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Viktor Hamburger Edit Profile

educator , embryologist , Neurobiologist , scientist , author

Viktor Hamburger was a German professor, neurobiologist and embryologist. He was the author of many scientific works in the field of embryology.


Viktor Hamburger was born on July 9, 1900 in Landeshut, Silesia, Germany. He was the son of Max and Else (Gradenwitz) Hamburger.


Hamburger enrolled at the University of Heidelberg in 1919. He attended a seminar from Hans Driesch, and received his first introduction into experimental embryology from Curt Herbst.

In 1920 Hamburger enrolled at the University of Freiburg as a graduate student and was accepted into Hans Spemann’s laboratory.

In 1925 Hamburger received a Doctor of Philosophy degree for studying the relationship between nerve and limb development.

Hamburger received many honorary degrees including doctorate from Washington University in 1976 and doctorate from Rockefeller University in 1996.


Hamburger started his career at the Stazione Zoologica in Naples, Italy, after receiving his doctorate. He was invited by Otto Mangold to the Kaiser Wilhelm Institute in Berlin-Dahlem as a Research Associate in 1926.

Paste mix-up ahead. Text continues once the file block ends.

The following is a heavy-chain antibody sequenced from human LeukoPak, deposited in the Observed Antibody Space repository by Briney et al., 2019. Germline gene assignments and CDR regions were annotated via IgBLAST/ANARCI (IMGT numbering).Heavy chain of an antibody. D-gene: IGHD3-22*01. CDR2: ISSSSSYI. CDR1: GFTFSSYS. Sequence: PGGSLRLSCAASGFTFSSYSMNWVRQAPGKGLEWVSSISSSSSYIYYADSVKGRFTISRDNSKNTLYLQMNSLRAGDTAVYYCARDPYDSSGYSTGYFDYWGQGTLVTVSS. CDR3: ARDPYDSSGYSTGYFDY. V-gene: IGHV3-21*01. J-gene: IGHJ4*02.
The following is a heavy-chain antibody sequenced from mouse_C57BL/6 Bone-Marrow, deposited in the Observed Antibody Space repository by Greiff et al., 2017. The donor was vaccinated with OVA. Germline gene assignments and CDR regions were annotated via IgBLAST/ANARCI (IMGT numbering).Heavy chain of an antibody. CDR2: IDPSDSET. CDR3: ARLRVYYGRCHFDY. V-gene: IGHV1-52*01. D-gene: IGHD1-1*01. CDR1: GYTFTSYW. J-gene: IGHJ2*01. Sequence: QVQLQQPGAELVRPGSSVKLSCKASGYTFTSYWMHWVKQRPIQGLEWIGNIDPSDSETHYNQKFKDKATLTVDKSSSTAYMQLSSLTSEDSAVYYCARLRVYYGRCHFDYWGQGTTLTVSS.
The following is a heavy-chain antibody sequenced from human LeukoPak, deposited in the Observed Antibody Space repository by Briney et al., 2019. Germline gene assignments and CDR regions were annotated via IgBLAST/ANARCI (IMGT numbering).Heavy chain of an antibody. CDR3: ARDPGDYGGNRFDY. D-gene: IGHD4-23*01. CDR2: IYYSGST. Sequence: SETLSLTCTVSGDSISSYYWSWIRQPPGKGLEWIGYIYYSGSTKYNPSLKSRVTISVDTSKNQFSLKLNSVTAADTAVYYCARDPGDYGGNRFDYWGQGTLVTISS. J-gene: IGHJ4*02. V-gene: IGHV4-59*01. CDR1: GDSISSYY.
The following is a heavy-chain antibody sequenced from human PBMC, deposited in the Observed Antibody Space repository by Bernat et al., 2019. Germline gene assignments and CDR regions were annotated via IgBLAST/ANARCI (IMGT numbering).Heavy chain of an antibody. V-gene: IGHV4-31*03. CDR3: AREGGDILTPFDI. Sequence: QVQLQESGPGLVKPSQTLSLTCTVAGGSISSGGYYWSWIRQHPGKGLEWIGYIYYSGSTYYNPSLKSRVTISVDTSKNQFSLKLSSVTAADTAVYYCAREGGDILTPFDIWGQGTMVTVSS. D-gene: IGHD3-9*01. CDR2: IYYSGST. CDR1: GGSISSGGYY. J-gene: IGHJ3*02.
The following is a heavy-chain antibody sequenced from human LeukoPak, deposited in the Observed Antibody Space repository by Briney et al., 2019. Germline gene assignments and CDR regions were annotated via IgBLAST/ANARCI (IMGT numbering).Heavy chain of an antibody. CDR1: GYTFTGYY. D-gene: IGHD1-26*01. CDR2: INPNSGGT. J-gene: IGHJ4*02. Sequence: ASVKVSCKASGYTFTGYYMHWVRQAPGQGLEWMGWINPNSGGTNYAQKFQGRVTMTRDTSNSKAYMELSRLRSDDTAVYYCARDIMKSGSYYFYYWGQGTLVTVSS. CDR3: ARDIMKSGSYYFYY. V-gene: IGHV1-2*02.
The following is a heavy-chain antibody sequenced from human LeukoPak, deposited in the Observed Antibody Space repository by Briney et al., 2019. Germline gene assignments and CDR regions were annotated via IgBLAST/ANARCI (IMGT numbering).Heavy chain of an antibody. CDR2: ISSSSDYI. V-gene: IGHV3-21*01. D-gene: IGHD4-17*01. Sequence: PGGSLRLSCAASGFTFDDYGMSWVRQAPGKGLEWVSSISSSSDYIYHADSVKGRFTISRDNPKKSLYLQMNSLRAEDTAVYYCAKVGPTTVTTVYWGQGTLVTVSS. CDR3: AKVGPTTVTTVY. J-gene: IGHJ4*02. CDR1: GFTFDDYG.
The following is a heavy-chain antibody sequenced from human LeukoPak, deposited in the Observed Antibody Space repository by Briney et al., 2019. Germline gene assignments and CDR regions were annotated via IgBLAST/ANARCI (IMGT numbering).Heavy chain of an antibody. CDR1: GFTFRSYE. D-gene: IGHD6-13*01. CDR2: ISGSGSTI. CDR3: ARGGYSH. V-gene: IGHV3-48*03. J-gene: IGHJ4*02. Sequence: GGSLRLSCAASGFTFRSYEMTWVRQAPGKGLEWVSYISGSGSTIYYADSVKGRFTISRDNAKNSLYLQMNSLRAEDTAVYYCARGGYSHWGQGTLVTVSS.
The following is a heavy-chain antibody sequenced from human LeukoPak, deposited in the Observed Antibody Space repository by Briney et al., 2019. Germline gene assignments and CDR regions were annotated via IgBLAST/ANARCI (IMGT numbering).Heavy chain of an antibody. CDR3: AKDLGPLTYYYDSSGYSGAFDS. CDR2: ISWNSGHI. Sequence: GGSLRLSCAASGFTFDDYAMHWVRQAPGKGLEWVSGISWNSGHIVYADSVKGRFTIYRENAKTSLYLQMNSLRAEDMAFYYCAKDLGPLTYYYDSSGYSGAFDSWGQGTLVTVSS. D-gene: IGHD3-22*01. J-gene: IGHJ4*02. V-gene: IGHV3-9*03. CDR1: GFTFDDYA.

In 1927 Spemann invited Hamburger back to the University of Freiburg with an Instructorship, a tenure track position. He taught and supervised laboratory courses until 1932, when he was awarded a Rockefeller Fellowship to bring Spemann’s technique of micro-surgery to the United States.

In 1933 the Nazi party revoked Hamburger’s position at the University and the positions of all other Jewish faculty in Germany. The Rockefeller Foundation extended Hamburger’s support for an additional two years in response to the Nazi actions. At the termination of his fellowship, he began work at the Washington University in St. Louis in 1935 as an assistant professor. In 1939 he became an associate professor, and in 1941, he became a full professor and chairman of the zoology department.

In 1947 Hamburger invited Levi-Montalcini to work in his lab to resolve the discrepancy.

Hamburger retired from his professor position in 1969 and continued researching until the 1980s.


  • In the 1960s, Hamburger did embryological work in the field of embryology. He established that chick movements in embryo were spontaneous patterns, a finding that contradicted contemporary assertions of behavioral psychologists.

    He was inducted into the National Academy of Sciences in 1953.

    Hamburger also lectured, among others, Nobel Prize-winning neurologist Rita Levi-Montalcini, who identified nerve growth factor along with Hamburger when they collaborated.


Viktor Hamburger was a member of the American Association for the Advancement of Science, the Society Development Biology, the International Society Development Biology and the Society Neuroscis.


Hamburger had 2 children: Doris Sloan and Carola Marte.

Max Hamburger

Else (Gradenwitz) Hamburger

Doris Sloan Hamburger

Carola Marte Hamburger